You old motor is about as efficient as a soapbox car. Rust flakes off it like your 80-year-old nan's dry skin, and it phut-phuts black smoke from its exhaust pipe like a Dickensian chimneystack. Whether it's a boxy old Vauxhall Nova or a previously sleek Nexus, this four-wheeled wonder has become an unsalvageable blunder.

But maybe not. That downtrodden car hasn't had its day just yet – at least in aesthetic terms.

No one would claim that pimping your ride was easy, but a few of these tips could turn your attempts from Wacky Races to Top Gear.

Know your basics

Have you ever watched a have-a-go handyperson try to fix a car? Their lack of knowledge will leave them sweating gasoline and falling into floods of tears when their engine explodes. When you don't have a solid foundation of knowledge, heading under the bonnet is ill-advised.

More than this, a poor craftsperson always buys the worst tools. Make sure you ain't one of them.

Invest in a car trim adhesive that won't damage your vehicle, a toolbox replete with every nut and bolt necessary and consult a professional mechanic whenever you hit a dead end. After all, it's always better to relinquish some of your DIY knowhow when you're truly stuck.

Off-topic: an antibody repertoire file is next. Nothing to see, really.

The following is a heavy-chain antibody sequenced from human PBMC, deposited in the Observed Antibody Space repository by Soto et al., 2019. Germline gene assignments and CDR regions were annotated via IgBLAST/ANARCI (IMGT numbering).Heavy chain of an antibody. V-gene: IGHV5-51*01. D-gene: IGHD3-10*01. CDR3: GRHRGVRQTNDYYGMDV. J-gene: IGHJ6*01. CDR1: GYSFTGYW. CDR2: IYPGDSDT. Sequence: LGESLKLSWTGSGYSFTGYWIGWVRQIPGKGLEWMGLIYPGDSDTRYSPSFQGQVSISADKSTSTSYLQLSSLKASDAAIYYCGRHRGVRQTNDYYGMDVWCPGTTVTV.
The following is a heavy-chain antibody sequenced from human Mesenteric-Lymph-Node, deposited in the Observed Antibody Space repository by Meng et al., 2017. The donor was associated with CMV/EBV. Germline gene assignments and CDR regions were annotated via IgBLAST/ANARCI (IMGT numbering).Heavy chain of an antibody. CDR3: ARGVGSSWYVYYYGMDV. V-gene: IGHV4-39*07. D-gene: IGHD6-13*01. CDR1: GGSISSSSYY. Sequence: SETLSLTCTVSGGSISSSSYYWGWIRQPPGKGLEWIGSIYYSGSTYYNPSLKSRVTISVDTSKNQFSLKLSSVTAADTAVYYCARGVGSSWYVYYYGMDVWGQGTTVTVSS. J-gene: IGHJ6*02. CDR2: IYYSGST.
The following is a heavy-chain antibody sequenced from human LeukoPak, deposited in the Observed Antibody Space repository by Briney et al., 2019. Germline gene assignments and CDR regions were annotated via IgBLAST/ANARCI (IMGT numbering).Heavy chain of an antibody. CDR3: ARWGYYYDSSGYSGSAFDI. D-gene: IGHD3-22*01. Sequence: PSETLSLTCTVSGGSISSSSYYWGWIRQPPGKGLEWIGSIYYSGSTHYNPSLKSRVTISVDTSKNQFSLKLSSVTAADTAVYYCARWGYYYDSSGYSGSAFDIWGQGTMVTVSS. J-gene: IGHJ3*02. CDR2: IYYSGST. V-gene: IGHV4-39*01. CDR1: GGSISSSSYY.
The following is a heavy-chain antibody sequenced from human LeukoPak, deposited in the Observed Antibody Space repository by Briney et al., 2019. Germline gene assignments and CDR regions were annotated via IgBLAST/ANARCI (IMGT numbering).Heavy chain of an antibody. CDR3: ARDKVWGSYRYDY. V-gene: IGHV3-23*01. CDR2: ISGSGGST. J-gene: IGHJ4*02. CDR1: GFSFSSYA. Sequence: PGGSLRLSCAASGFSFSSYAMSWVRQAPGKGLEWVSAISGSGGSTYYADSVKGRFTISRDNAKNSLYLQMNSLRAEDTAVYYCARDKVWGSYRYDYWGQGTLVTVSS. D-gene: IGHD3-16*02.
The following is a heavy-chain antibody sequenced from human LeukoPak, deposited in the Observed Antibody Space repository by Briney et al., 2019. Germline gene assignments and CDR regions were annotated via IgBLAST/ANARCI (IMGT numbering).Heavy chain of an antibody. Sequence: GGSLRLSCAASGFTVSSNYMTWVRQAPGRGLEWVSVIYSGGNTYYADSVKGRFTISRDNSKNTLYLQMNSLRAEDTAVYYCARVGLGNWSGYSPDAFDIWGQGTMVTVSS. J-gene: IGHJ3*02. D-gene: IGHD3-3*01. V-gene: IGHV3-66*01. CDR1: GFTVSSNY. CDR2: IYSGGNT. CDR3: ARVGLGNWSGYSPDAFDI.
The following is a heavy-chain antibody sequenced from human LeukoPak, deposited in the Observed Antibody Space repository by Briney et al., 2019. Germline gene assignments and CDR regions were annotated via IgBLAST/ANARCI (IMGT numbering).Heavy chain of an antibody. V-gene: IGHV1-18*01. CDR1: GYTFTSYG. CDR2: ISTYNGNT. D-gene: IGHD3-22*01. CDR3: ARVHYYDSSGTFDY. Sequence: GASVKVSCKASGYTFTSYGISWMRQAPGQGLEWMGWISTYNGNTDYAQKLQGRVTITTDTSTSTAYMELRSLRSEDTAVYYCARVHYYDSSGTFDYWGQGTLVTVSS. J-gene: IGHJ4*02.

Keep more eyes on the road

Some drivers want no-holds-barred speed. Some want a comfortable ride. And some just want to know that they won't hurt anyone on their travels.

For those longing to feel safe and secure, cameras are here to save the day. A parallel parking camera, available from various suppliers will help you reverse with ease – and can be fitted to almost any car.

Even the oldest banger can be modified with all the latest security features, and cameras are only the tip of the iceberg.

Upgrade your locking systems, airbags and bumpers to help you feel a little more secure. Short of a roll-cage, you couldn't be safer.

Food for motors

Everybody loves to chow down while they drive, or allow passengers to engorge themselves. Well, your pals will be queuing up round the block for a ride when you purchase a fridge for their foods.

In-car fridges are a cheap and fun way to modify your car. A sizeable fridge can cost under £100. You'll be able to stock it full of nutritious goodies for a picnic or simply some snacks for the road.

Not every car modification is an overly expensive mass of add-ons and complex mechanics. When your rusty motor is losing its sheen, just fork out a few quid and you could give it an extra lease of life.